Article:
Play a game of word association with the word church and what springs to your mind?
A building – with pews, organ, minister and Sunday services?
A group of people gathered to worship God?
Or perhaps the first word to spring to mind is ‘boring’ or ‘irrelevant’.
At the moment I am struggling with the whole concept of church. For a minister that perhaps is quite a statement. Yet in some ways ministers are one step removed from commitment to a traditional view of church. For many people who regularly attend church they have been members of one or two churches (whether in person or on paper). Their chosen church is more often than not chosen on location as opposed to theology or worship style for unless you live in an area with a plethora of choices you may well be stuck with the ‘incumbent’ (the charming name given to the minister in situ at the time).
As a minister I don’t have the same loyalty to a church as the congregation member. I can move theoreticallyat any time to another church. I enter a church community once it is established and when I leave the church will continue and take on another ‘incumbent’. As a Christian I have a very mixed background – Church of Scotland affiliation through Sunday School and a biblical primary school upbringing. As a teenager I became very involved with The Salvation Army followed by another Church of Scotland in my university days. And now it is with the Church of Scotland I exercise my ministry. But as far as I am concerned I am God’s minister, fulfilling His call on my life, and the Church of Scotland provides me with the extras I need to be a minister in this day and age.
But that still leaves me with the question “Just what is Church?”. For me the church is the people not the building. The building is important because it gives us a focal point but if the church building ceased to exist, would we still be a church? Of course we would. Whenever you read the stories of the Old Testament you find God living in a tent, on a mountain and in a temple. In the New Testament you find Jesus preaching and teaching in the desert, a boat, the synagogues and the Temple. God doesn’t need a focal point. God needs the people. It is the people who need the focal point.
In today’s culture church is not synonymous with the Christian God. Rarely when you mention church in a word association game will God be the first word of the tongue. Today I drove past St Mark’s Unitarian Church – a Church for people with diverse beliefs and encouraging the development of individual spirituality. Media, movies and news have led people to believe that Church is boring or irrelevant. And this is a mantle that the Church community struggles to shake off. After all this is not a new phenomenon. Research marks 1963 as the year the Church community started dying…and it is now 2010 and what has changed?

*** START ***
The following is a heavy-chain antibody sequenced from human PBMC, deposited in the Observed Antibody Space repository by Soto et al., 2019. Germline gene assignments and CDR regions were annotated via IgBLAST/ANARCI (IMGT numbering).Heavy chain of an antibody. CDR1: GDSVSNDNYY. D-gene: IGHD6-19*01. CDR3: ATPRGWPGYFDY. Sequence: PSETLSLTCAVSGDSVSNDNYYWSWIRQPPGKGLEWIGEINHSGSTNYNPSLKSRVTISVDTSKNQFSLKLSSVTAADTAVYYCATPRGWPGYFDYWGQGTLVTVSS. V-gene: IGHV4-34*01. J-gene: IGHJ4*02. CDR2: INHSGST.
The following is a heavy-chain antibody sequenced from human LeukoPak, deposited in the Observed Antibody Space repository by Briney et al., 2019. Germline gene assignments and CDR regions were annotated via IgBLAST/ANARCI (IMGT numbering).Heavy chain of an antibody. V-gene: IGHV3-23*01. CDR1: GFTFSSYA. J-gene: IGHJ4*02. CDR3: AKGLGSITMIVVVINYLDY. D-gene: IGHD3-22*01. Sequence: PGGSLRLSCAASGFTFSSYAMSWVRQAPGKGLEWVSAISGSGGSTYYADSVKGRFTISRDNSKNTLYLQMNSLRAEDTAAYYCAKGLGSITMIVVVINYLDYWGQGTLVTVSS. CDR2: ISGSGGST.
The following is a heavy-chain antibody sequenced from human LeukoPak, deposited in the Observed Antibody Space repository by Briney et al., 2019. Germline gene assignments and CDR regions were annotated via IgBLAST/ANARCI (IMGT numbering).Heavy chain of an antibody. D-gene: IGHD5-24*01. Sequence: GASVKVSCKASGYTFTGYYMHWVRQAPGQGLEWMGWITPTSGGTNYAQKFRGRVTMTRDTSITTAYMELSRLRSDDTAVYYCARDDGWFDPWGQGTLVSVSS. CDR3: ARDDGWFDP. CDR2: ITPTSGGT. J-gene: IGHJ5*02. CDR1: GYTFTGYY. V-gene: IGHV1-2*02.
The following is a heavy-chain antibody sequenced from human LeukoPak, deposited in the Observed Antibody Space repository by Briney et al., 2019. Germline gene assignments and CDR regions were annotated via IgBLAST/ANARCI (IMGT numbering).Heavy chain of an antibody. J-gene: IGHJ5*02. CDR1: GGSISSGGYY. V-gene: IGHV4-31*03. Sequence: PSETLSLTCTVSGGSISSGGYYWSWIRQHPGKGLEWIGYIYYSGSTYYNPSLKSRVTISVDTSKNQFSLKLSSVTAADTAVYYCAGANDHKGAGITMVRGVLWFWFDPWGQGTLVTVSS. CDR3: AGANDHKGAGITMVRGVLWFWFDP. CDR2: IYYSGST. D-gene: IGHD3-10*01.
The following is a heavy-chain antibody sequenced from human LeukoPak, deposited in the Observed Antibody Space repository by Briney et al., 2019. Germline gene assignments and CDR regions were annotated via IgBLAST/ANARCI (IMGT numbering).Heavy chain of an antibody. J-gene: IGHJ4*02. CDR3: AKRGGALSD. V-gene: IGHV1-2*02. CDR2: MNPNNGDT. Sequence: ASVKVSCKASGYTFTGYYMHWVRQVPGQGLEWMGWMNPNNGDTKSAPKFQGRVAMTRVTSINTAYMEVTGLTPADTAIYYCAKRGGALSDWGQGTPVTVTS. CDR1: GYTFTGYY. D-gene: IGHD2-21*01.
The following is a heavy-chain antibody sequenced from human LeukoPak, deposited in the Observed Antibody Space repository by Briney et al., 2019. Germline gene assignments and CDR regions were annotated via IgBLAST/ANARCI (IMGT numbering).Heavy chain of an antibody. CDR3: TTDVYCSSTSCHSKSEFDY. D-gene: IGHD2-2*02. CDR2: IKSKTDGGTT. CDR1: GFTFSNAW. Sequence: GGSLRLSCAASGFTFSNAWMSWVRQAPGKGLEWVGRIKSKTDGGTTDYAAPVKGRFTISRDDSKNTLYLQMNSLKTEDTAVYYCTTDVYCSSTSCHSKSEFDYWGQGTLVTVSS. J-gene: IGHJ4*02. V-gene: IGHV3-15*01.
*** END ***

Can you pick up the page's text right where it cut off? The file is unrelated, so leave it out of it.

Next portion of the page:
Now I would hope you would come up with some positive answers. In the main the Church is community is more welcoming, more open, more confident and more able to deal with questions of faith. We have removed many of the barriers that stop people finding God and certainly within my own church community this has been a very important development over the generations. But how do we get passed the years of negative teaching about church – that we are boring, irrelevant, inflexible, authoritarian and living in the 19th century at best? Answers on a postcard please (or put a comment to this blog).
And something else to throw in the mix – fear. Yes fear. Through recent events I have noticed fear – fear of what I will say or do. More often or not there is fear when a ‘non-church’ family contact me for a baptism, wedding or funeral. Will I judge them or make them do something to prove their worth before they can invite God to their event? And sadly people want less and less God stuff in funerals because they have no relationship with Him – they just don’t know who else to ask for help.
In Forth St Paul’s we are trying to work out what it means to be a church community. And the answers are many and varied so we are trying to find out what God wants us to be. It is a difficult journey because some feel threatened by this and others are excited.
As you read this I hope you have formed some idea of what church is to you. But remember the overriding important element of church is the fellowship you get with like minded people who are united by a common aim to worship God and do His work in the place where they find themselves.
I would love to hear your opinions on what ‘Church’ is to you. Please respond to this blog, send me an email, or come to our Vision Explorers group, meeting approximately fortnightly on Mondays at 7:30pm in the Church building. The first meeting is 14th June. We will be using bible passages, prayers, and reflections to help us reflect on God’s plan for Forth St Paul’s. It is open to anyone so if you are local and a member of another church feel free to come and explore because our issues are quite likely to be similar to ones in your church community. And we would love to have you.